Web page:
According to Harper's Magazine rusticators, such as those seen arriving in this photograph, found Bar Harbor alive with vehicles waiting to sweep them up whirl them to their hotels.
In the latter 1800s, visitors traveled to Mount Desert Island by yacht, train, steamboat, or stagecoach—or a combination of these. As for Wabanakis, some followed tradition, paddling age-old canoe routes. Others rode the same trains, steamboats, and stagecoaches as everyone else, placing their belongings—including canoes—in the cargo holds. Most Wabanakis had third class tickets. Travel fares were sometimes reimbursed by Indian agents who controlled the tribes’ annual budget of state-allocated funds comprised of money set aside from the sale or use of Indian lands.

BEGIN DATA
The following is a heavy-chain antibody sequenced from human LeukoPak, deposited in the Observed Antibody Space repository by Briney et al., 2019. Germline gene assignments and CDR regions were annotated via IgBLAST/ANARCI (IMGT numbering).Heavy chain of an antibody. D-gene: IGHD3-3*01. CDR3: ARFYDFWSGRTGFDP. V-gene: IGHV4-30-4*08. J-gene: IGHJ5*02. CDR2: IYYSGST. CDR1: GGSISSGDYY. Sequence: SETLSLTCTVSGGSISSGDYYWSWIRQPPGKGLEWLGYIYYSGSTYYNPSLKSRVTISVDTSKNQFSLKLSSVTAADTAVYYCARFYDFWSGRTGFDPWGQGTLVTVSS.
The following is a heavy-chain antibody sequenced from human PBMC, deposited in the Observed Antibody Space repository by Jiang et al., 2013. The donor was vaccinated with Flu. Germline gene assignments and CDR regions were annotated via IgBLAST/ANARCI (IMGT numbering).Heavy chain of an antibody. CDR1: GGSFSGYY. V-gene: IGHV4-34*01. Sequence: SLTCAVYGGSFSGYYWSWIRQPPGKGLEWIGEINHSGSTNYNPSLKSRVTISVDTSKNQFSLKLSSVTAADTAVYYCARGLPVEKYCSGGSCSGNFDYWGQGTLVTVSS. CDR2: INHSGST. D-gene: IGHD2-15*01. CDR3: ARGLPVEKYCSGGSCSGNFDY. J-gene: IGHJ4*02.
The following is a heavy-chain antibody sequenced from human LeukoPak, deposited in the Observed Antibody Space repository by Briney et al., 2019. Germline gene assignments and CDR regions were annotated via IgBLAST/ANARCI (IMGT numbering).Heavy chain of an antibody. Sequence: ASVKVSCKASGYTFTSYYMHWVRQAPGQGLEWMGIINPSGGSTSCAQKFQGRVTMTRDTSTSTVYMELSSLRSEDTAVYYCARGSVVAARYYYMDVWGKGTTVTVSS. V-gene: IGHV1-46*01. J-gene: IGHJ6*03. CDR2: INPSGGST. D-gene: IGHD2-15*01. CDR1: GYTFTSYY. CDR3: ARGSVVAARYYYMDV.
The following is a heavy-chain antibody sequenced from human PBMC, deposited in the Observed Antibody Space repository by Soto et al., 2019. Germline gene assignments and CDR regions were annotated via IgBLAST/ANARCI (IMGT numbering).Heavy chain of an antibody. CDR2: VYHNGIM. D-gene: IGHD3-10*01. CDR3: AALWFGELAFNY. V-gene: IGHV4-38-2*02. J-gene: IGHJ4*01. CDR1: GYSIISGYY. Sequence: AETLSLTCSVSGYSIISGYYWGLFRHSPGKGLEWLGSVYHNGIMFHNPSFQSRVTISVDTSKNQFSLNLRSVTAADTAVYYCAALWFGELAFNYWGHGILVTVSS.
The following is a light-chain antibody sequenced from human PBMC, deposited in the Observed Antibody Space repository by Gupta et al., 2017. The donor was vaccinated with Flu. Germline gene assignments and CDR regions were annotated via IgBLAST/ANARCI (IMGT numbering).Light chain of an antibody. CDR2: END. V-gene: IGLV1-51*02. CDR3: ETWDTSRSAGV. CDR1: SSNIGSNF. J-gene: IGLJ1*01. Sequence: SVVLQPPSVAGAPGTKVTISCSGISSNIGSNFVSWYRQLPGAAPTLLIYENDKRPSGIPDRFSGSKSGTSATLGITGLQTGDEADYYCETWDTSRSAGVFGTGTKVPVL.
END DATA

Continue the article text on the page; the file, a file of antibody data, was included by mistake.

Before 1857, steamboat service to Mount Desert Island had just one port of call: Southwest Harbor. That changed when store and innkeeper Tobias Roberts built a simple wooden wharf at the end of Main Street in Bar Harbor, making it possible for the steamboat Rockland to add the town to its run. In 1867 the wharf was expanded, and the Lewiston began making regular stops there as well. With two steamboats making stops tourism took a great leap forward. In 1881 the Mount Desert Herald reported: “Thirteen years ago the little steamer Rockland made one trip a week between Rockland and Millbridge, touching at Bar Harbor. Now we have steamers City of Richmond, Lewiston, Mt. Desert, Little Buttercup, Acadia, and Queen City of Bangor all running to and from this port.”
In 1884, a railroad extension from Bangor through Ellsworth connected to a new Mount Desert ferry terminal. From there it was just a short ride to Bar Harbor by steamboat or canoe.
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